> > is just that, information.  What it points to, that may be
> > contradictory or ambiguous.  I haven't read David's book and have only
> > the passages quoted in the posting.  So I'm not sure who the "we" are
> > in the paragraphs below.  When I was a young graduate student,  50
> > years ago, it was already a salutary part of our intellectual culture
> > that science, like the arts, also had a need for metaphors to imagine
> > the contradictions of the invisible.  My PBS knowledge of contemporary
> > physics tells me that this is even more true today and quite readily
> > acknowledged by physicists.  There will always be people who can't
> > live in contradiction and prefer answers to be embedded in
> > absolutes.   So, it would be interesting to know who these "we" are.
> > I suspect that David is writing against a backdrop of  absolutist
> > socio-political culture in the U.S.  But perhaps there is also a
> > culture of cynicism in the corporate world that, given his background,
> > David is aware of and that leads to the dissing of uncomfortable
> > contradictions.  That would make for interesting reading.
> >
> > There is also a question of the neutrality of digital information
> > technology.   As Lawrence Lessig put it, "Code is Law":  "In
> > cyberspace," he writes,  "we must understand how code regulates--how
> > the software and hardware that make cyberspace what it is regulate
> > cyberspace as it is."   It is true that information on the Internet
> > seems to come at us in a miscellaneous fashion.  But information
> > technology is not neutral and unfiltered.  We are all very dependent
> > on Google, but Google's search results are not really miscellaneous
> > but filtered through constantly changing tweaks to its algorithms.
> > Because of the vast spaces of the Internet and the multiplicity of
> > information sources, we may experience the Internet as miscellaneous.
> > Nevertheless, we are now in other hands than those of  the
> > intellectual elites of the past.  These new, digital corporate hands
> > may appear less coercive and intrusive than those earlier hands, but
> > are they as well intentioned?
> > Thank you for the stimulating topic,
> >
> > Myron Turner
> >
> >
> > David Weinberger wrote:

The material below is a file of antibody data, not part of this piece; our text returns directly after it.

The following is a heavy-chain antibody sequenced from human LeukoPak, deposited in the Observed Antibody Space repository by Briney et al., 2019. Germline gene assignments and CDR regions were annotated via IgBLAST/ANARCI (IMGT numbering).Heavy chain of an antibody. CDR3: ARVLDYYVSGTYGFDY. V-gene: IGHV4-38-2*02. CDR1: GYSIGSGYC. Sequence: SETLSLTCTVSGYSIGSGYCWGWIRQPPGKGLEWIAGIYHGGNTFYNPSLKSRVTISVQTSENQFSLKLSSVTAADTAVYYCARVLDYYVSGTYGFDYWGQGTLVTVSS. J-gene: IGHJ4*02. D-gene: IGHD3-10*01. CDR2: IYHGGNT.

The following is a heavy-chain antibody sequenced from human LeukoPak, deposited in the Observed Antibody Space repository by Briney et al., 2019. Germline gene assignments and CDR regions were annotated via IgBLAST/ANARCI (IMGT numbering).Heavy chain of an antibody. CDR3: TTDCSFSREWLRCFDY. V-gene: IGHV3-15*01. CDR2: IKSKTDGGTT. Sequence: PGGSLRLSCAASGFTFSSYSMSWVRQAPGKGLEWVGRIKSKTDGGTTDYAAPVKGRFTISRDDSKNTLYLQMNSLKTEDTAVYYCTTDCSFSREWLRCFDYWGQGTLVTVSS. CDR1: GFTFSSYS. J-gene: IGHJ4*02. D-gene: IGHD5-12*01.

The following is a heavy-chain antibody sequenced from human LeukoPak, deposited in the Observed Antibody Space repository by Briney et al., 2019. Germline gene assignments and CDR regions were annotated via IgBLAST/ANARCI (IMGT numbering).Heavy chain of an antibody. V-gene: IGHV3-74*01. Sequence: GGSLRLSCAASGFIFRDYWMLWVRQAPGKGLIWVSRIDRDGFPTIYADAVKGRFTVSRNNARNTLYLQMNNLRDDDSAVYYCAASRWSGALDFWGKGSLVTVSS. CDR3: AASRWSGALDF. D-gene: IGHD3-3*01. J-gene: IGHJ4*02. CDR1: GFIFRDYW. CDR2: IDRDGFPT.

> >> As we've seen, the first characteristic of traditional knowledge is
> >> that just as there is one reality, there is one knowledge, the same for
> >> all. If two people have contradictory ideas about something factual, we
> >> think they can't both be right. This is because we've assumed
> >> knowledge is an accurate representation of reality, and the real world
> >> cannot be self-contradictory. We treat ideas that dispute this view of
> >> knowledge with disdain. We label them "relativism" and imagine them
> >> to be the devil's work, we sneer at them as "postmodern" and
> >> assume that it's just a bunch of French pseudo-intellectual gibberish,
> >> or we say "whatever" as a license to stop thinking.
> >>
> >> Second, we've assumed that just as reality is not ambiguous, neither
> >> is knowledge. If something isn't clear to us, then we haven't
> >> understood it. We may not be 100% certain whether the Nile or the
> Amazon
> >> is the longest river, we but we're confident one is. Conversely, if
> >> there's no possibility of certainty - "Which tastes better, beets or
> >> radishes?" - we say it isn't a matter of knowledge at all.
> >
> >> Robert McHenry, a former editor-in-chief of the Encyclopedia
> Britannica,
> >> summed up his analysis of Wikipedia:
> >>
> >>
> >>      "The user who visits Wikipedia to learn about some
> >>      subject, to confirm some matter of fact, is rather
> >>      in the position of a visitor to a public restroom.
> >>      It may be obviously dirty, so that he knows to exercise
> >>      great care, or it may seem fairly clean, so that he
> >>      may be lulled into a false sense of security. What
> >>      he certainly does not know is who has used the facilities
> >>      before him."
> >>
> >> If these experts of the second order sound a bit hysterical, it is
> >> understandable. The change they're facing from the miscellaneous is
> deep
> >> and real. Authorities have long filtered and organized information for
> >> us, protecting us from what isn't worth our time and helping us find
> >> what we need to give our beliefs a sturdy foundation. But, with the
> >> miscellaneous, it's all available to us, unfiltered.
> >